CA: How to find data about sex offenders.
January 8, 2003
By Yomi S. Wronge
The arrest of Kenneth Eugene Parnell -- one of California's most notorious child predators, who was arrested at his home in Berkeley on Friday on allegations he tried to buy a 4-year-old boy -- has renewed interest in Megan's Law, which makes certain information about convicted sex offenders available to the public.
In light of the Parnell case, here is what you can find out under the law, and how to obtain the information:
Q When do police notify the public about a molester?
A When a ``high-risk'' offender moves into a neighborhood, police will alert residents through the media or by distributing fliers or mailers. A ``high-risk'' offender is anyone with a repeat felony sex conviction or a one-time felony sex conviction committed with violence. Police may also notify the community about a "serious" offender -- someone convicted of one felony sex crime, such as child molestation, or two or more misdemeanor sex crimes -- if there is reason to believe someone is in danger. Parnell was considered a "serious" offender.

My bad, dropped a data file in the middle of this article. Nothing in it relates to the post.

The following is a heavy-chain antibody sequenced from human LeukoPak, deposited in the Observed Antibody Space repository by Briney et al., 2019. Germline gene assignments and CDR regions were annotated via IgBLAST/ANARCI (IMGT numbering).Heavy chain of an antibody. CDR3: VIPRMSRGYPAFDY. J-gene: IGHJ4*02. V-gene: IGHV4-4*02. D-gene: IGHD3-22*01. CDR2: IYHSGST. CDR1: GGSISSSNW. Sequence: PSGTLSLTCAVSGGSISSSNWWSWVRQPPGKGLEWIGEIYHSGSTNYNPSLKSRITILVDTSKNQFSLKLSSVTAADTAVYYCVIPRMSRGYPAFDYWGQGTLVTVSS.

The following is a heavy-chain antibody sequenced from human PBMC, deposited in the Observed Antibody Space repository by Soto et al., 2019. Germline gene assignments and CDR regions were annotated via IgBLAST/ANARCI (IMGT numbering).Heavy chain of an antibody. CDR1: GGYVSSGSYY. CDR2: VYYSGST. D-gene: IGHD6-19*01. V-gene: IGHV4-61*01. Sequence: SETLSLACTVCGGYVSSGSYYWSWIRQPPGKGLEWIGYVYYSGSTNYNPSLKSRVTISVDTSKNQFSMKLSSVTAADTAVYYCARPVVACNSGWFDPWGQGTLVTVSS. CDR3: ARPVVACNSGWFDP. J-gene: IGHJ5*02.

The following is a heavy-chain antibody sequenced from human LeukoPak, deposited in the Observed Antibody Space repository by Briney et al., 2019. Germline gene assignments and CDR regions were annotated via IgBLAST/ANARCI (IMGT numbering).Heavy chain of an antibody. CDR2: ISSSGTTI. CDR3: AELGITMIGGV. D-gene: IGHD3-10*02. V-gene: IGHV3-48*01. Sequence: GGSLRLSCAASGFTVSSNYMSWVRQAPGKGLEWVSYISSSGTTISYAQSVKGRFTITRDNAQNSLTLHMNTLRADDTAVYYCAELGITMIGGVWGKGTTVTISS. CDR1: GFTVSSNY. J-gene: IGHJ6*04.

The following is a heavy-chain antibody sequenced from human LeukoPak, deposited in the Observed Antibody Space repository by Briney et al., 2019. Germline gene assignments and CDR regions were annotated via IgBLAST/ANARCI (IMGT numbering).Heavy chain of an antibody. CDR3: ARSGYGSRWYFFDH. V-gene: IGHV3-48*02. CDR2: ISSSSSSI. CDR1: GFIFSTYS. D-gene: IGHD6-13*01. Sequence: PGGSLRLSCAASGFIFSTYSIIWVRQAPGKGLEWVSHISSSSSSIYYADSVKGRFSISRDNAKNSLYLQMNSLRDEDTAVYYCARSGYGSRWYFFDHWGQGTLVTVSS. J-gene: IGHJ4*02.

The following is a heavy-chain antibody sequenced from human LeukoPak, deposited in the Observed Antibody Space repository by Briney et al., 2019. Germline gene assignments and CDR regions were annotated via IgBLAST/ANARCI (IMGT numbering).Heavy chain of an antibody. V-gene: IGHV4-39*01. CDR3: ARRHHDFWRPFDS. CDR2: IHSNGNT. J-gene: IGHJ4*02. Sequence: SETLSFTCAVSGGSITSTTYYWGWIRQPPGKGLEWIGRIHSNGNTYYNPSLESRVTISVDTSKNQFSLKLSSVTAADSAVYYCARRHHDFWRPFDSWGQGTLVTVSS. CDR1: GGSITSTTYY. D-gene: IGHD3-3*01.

Q How can I find out if there is a sex offender living near me?
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Source: © 2003 Mercury News